Storefronts are a vital part of New York City’s streetscapes. The Landmarks Preservation Commission (LPC), responsible for protecting and preserving the City’s landmark properties, regulates changes made to storefronts on designated buildings. This page provides resources for business owners looking to get a permit from LPC for work on storefronts and related installations to help speed up the approval process. You can also download our Fact Sheet for Storefronts in Historic Districts.

How can I find out if my storefront is on a designated building?

You can search for the building on the Discover NYC Landmarks map. If it is within a historic district, read on to learn more about LPC rules and regulations for work on storefronts and related installations, how to apply for a permit and how to get a permit as quickly as possible.

NOTE: Different rules apply if the below conditions exist:

1. The property is an individual landmark.
2. The property has a Warning Letter or Notice of Violation for removing a storefront without permits. Warning Letters and Notices of Violation are posted to Department of Buildings’ Building Information System (BIS).
3. The property has more than three uniform storefronts and one of them contains most of the building’s historic elements.

Please contact LPC to find out how to get approval in these cases.

How does LPC regulate changes to storefronts in historic districts?

LPC has rules that establish the criteria for staff to review and approve permit applications for proposed storefronts in historic districts. They allow staff to issue permits for storefront proposals that do not involve the removal of historic materials. The design can either replicate the historic storefront or it can be contemporary as long as it is based on relevant historic features within the district and includes typical storefront elements like large display windows, bulkheads and transoms. For more information, see Section 2-12 of the LPC Rules.

There are also specific rules and master plans for the following historic districts:

• Jackson Heights Historic District
• Stone Street Historic District
• Madison Avenue on the Upper East Side Historic District
• Madison Avenue in the Carnegie Hill Historic District
• Madison Avenue in the Metropolitan Museum Historic District

Permit applications that meet LPC rules and master plans can be approved faster by staff. If they do not meet the rules and requirements, staff may suggest alternatives or the proposal may be presented to the full Commission for review at a Public Hearing. LPC staff can guide you through the process.

When do I need a permit from LPC?

Any change to the exterior of a storefront requires a permit, but there are emergency repairs you can do without a permit. See our Fact Sheet on Emergency Repairs here for more information.

The most common types of work that require a permit include:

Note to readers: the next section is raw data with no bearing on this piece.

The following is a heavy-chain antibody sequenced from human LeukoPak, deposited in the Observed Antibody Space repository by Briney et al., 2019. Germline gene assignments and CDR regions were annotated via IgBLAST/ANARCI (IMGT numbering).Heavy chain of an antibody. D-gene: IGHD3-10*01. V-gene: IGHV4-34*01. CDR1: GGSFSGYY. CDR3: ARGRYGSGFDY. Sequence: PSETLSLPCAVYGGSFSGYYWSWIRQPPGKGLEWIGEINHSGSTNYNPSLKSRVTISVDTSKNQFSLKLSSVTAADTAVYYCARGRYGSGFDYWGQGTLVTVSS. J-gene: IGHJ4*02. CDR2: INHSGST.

Storefront Installation
You need a permit to restore or install a new storefront. See our Guidelines for Storefront Design in Historic Districts and our guide for Storefronts.

Awning Installation
You need a permit to install or replace awnings. See our guide for Awnings and Sidewalk Canopies.

Signage and Lighting
You need a permit to install or replace signs and lighting. See our guide for Signage.

You need a permit to: change the paint color, power wash, or use a chemical solution to remove paint. See our guide for Restoration.

Sidewalk Café Installation
You need a permit from LPC and a Sidewalk Café License from the Department of Consumer Affairs (DCA) to install an unenclosed sidewalk café. See our guide for Storefronts.

See our Applications page for more information on LPC permits.

How can I apply for a permit?

Before you begin work on your property, you must apply for a permit from LPC.  You can apply for a permit by filling out the Standard Application Form, which can be used for interior or exterior work.

LPC also has a Fastrack Application Form that can be used for certain types of work including installing unenclosed sidewalk cafes and temporary installations, as long as there are no violations from LPC.

In order to obtain faster approval, make sure your application is complete. A complete application includes:

1. The correct application form signed by the property owner.
2. Color photos of the property
3. Written specifications, drawings, and/or samples that fully describe the proposed work

For a detailed checklist, please refer to the Storefronts chapter of the LPC Permit Guidebook. If the application is complete upon submission, staff can issue the permit within 10 business days (Fastrack) or 15 business days.

Only complete applications can be processed, so make sure it is complete. If the application is incomplete, staff will send you a checklist showing what materials are missing.

Applications must be submitted by email to

See our Applications page for more information.

Links to Additional Resources

LPC Permit Guidebook

Guide to Researching Historic Buildings

SBS Guide to Storefront Improvements